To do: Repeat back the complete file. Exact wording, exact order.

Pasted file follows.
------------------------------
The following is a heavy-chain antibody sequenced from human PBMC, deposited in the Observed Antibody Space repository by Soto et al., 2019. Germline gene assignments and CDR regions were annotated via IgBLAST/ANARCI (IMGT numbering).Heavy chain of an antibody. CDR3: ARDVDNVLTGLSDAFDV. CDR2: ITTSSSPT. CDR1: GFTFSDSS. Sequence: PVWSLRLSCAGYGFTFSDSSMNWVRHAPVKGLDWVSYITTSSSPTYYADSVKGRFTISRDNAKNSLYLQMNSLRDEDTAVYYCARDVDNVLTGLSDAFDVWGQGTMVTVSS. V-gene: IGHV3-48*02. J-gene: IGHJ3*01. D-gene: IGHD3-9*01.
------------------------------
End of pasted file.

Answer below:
The following is a heavy-chain antibody sequenced from human PBMC, deposited in the Observed Antibody Space repository by Soto et al., 2019. Germline gene assignments and CDR regions were annotated via IgBLAST/ANARCI (IMGT numbering).Heavy chain of an antibody. CDR3: ARDVDNVLTGLSDAFDV. CDR2: ITTSSSPT. CDR1: GFTFSDSS. Sequence: PVWSLRLSCAGYGFTFSDSSMNWVRHAPVKGLDWVSYITTSSSPTYYADSVKGRFTISRDNAKNSLYLQMNSLRDEDTAVYYCARDVDNVLTGLSDAFDVWGQGTMVTVSS. V-gene: IGHV3-48*02. J-gene: IGHJ3*01. D-gene: IGHD3-9*01.